What isn’t always conveyed in the story is the hard work and deep personal investment that goes into starting a brewery. Getting rid of the hated “nine-to-five” feels great, but new brewers have to overcome financial hurdles as well as their own self-doubts. Perfecting the recipes is just one of many concerns like: Will the inspection go well? Will the licensing get approved? Will the equipment come on time? Will there be enough beer to get through the first week? Will people like the beer? The pressure to succeed is seemingly insurmountable.

I spoke with the owner a bit longer, and watched a good number of growlers get refilled. It was great to hear that the neighborhood had really embraced his brewery. After a while, our conversation turned to critics and reviews. He said that very early on, a woman at the bar checked in on the Untappd app to write that one of his beers tasted like “beaver butt.” His business partner took it more personally than he did, but it made me wonder: What would Birdman do?

Everybody’s a Critic

beer-breweryIn the climax of the film, Birdman’s protagonist has a showdown with the villain, a cold, entitled, elitist theatre critic. She tells him that no matter how the opening night performance goes, she plans on giving it a terrible review. Her words are essentially a death sentence for the show.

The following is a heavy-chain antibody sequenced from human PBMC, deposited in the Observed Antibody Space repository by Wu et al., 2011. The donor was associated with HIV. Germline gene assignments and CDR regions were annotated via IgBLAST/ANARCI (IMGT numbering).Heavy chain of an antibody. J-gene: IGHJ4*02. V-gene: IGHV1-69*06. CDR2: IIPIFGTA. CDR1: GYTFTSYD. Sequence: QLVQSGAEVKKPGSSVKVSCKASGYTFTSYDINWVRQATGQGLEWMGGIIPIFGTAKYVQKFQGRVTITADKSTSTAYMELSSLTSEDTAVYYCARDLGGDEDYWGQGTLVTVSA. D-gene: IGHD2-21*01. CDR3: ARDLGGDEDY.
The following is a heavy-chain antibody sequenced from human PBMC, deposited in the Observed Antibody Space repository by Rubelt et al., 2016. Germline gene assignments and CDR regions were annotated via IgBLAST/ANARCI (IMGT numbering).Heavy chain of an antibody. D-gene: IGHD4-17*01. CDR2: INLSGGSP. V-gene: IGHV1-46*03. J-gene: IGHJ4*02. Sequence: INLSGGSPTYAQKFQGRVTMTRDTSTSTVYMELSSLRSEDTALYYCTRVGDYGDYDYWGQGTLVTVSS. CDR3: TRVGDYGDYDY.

Now, one negative comment on Untappd is probably not as serious as a bad review in the New Yorker. But social media is filled with uninformed and unconstructive comments about beer. Half the time they’re complaints about “hipsters ruining craft beer” or claims that a certain beer or brewery “sucks.”

People are entitled to have their own opinions, but that doesn’t mean they’re qualified to give one. I’m certainly not qualified to share my opinions about movies! And just because someone has the ability to pound on a keyboard doesn’t mean they have the authority to make informed criticisms of beer.

Even those who know a lot about a subject, like Birdman’s theater critic, sometimes let their gut reactions get in the way—just like I did when first describing the movie to my friend. But as I learned when I started to think about the process of making the film, all it takes to change an opinion is to look at something a different way.

I wonder if the Untappd reviewer would have been more positive (or at least more constructive) if she’d thought about all the work that goes into starting up a brewery, and all of the weighty expectations brewers place on themselves. Maybe she would have found a little compassion and thought twice before comparing someone else’s dream to the back end of a woodland creature.

So before you criticize and crucify a beer or a brewery based on a first impression, try to find another perspective. Talk to the owners and brewers. Ask about what it took to get the brewery up and running. And try to make your feedback helpful, even if you don’t love everything about it. Give the brewers a chance to persevere and prove themselves — just like Birdman. He managed to get the reviewer to see things differently and rewrite her bad review, and he went on to be a huge success.

Or at least, I think that’s what happened—I left to grab a beer before the movie ended.